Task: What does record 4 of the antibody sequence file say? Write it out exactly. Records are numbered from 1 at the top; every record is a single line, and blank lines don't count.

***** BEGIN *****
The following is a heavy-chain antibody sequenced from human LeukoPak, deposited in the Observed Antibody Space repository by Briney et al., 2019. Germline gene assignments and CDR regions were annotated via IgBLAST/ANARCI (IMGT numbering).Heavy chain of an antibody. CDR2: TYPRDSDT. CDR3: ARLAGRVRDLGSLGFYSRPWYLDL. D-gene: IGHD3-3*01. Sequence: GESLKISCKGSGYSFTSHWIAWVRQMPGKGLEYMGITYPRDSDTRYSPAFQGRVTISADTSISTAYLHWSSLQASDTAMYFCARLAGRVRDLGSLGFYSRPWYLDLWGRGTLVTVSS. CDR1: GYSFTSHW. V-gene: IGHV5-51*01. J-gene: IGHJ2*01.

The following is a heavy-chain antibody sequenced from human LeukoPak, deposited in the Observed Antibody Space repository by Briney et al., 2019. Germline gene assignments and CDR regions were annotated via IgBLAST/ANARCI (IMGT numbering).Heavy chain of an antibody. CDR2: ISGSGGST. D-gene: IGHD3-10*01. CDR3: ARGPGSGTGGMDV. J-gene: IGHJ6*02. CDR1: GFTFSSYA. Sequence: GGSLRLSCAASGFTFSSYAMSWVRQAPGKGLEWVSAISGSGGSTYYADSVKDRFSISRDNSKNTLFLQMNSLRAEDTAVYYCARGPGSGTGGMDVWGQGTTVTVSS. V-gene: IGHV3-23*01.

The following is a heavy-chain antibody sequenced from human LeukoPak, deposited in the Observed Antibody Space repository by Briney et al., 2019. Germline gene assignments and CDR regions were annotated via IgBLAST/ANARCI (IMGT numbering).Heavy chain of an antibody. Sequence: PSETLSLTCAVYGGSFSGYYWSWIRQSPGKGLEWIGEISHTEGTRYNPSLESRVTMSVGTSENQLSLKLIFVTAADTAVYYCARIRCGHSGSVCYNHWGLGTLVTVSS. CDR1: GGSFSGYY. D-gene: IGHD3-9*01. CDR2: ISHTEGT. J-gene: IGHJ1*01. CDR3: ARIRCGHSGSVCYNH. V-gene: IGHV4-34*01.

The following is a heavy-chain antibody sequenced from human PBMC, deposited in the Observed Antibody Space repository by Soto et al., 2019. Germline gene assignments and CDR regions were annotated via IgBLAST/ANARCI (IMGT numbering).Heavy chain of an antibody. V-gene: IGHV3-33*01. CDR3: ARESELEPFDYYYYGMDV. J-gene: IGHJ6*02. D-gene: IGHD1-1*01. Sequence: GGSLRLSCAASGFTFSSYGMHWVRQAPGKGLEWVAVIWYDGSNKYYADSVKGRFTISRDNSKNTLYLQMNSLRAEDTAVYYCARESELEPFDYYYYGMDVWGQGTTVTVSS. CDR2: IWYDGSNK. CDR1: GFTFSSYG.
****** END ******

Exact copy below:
The following is a heavy-chain antibody sequenced from human PBMC, deposited in the Observed Antibody Space repository by Soto et al., 2019. Germline gene assignments and CDR regions were annotated via IgBLAST/ANARCI (IMGT numbering).Heavy chain of an antibody. V-gene: IGHV3-33*01. CDR3: ARESELEPFDYYYYGMDV. J-gene: IGHJ6*02. D-gene: IGHD1-1*01. Sequence: GGSLRLSCAASGFTFSSYGMHWVRQAPGKGLEWVAVIWYDGSNKYYADSVKGRFTISRDNSKNTLYLQMNSLRAEDTAVYYCARESELEPFDYYYYGMDVWGQGTTVTVSS. CDR2: IWYDGSNK. CDR1: GFTFSSYG.